Unfortunately the memorial window in St Margaret's Westminster to Sir Goldsworthy Gurney, surgeon and engineer, was destroyed by blast during the 1939-1945 war and there is no memorial for him now in the church.
The window, by Edward Frampton, was on the north side of the church and a tablet in opus sectile work below it read:
To the Glory of God and in memory of Sir Goldsworthy Gurney. Born February 14th 1793. Died February 28th 1875. He originated the Electric Telegraph, High Speed Locomotion and Flashing Light Signalling. He invented the Steam Jet and the Oxy-Hydrogen Blow Pipe. He resided in Cornwall but spent most of his time in this parish, chiefly at the Houses of Parliament. His wife Elizabeth, nee Symons, lies buried in the church in the adjoining parish of St Martin in the Fields. This window was given by their devoted daughter Anna Grace Gurney
At the base of the window itself the inscription was:
In memory of Sir Goldsworthy Gurney. Born February 1793. Died February 28th 1875. Show yourselves joyful in the Lord, all ye lands; sing, rejoice and give thanks.
It was unveiled on 27th July 1893 by the Duke of Wellington (grandson of the illustrious Duke who had travelled in Gurney's steam road carriage in 1829). In the upper lights of the window was the Gurney family coat of arms: "paly of six, or and argent, per fess counterchanged" and arms of the Duchy of Cornwall. There were representations of the Seraphim and the central light had a figure of Christ holding an orb with a cross. Either side were the Angel of the Sun and the Angel of the Moon. The lower panels showed a tablet held by two angels with a drawing on it of the steam carriage in which the then Prime Minister, the Duke of Wellington and other friends are seated. On the right was a portrait of Gurney seated at a table surrounded by the various instruments he used in his experiments, copied from a book of lectures he published in 1824.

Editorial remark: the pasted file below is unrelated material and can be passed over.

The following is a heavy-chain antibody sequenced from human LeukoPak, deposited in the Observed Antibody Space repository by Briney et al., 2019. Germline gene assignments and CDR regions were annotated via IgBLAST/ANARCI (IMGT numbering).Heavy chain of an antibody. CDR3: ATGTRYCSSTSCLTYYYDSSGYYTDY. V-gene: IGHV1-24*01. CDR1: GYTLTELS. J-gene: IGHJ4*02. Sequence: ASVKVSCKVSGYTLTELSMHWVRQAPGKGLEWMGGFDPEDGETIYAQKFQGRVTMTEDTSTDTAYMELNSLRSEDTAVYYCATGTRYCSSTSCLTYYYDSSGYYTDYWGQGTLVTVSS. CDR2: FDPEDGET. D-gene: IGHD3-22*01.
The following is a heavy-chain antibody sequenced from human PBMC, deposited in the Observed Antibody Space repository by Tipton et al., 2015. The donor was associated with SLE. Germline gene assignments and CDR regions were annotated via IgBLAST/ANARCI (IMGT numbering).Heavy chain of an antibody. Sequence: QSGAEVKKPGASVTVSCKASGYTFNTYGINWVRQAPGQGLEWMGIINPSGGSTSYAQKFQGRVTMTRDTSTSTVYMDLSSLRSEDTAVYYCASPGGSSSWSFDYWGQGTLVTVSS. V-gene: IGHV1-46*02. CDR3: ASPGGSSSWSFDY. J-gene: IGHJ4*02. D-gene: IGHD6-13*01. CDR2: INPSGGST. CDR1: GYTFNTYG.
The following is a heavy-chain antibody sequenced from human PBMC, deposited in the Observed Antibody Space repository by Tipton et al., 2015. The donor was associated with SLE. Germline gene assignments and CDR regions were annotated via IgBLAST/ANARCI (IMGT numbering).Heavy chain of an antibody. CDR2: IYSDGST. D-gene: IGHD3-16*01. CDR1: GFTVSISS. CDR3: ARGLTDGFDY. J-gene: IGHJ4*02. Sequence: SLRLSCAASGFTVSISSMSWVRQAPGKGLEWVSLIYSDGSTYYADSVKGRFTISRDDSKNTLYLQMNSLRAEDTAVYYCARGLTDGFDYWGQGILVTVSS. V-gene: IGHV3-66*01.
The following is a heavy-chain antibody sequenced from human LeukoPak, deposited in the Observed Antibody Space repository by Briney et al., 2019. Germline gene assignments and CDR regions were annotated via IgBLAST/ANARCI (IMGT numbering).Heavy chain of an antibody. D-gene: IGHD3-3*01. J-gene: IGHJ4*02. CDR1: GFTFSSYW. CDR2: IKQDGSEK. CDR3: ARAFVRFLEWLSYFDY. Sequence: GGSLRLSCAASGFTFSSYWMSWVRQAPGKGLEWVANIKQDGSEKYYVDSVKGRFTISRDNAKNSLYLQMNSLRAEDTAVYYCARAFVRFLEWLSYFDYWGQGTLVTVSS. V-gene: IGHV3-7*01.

He was born near Padstow in Cornwall, a son of John and his wife Isabell (Carter). One of his brothers was Samuel. He was named after his godmother, a daughter of General Goldsworthy and was educated at Truro. He witnessed some of Richard Trevithick's experiments. In Wadebridge he had his own medical practice and in 1814 married Elizabeth Symons. Their daughter was Anna but their son John died in 1847. Moving to London he practised as a surgeon in Soho and undertook lectures and many experiments in chemistry and electricity. Examples of his heating stoves can still be seen in Peterborough Cathedral. Retiring to Cornwall he also made various agricultural experiments and married his second wife Jane (Betty) and they had a daughter Elizabeth Jane. In 1863 he was knighted and is buried in the churchyard at Launcells.
Unfortunately there seems to be no photograph or engraving of the window.
Sir Goldsworthy Gurney... by T.R. Harris, 1975
Oxford Dictionary of National Biography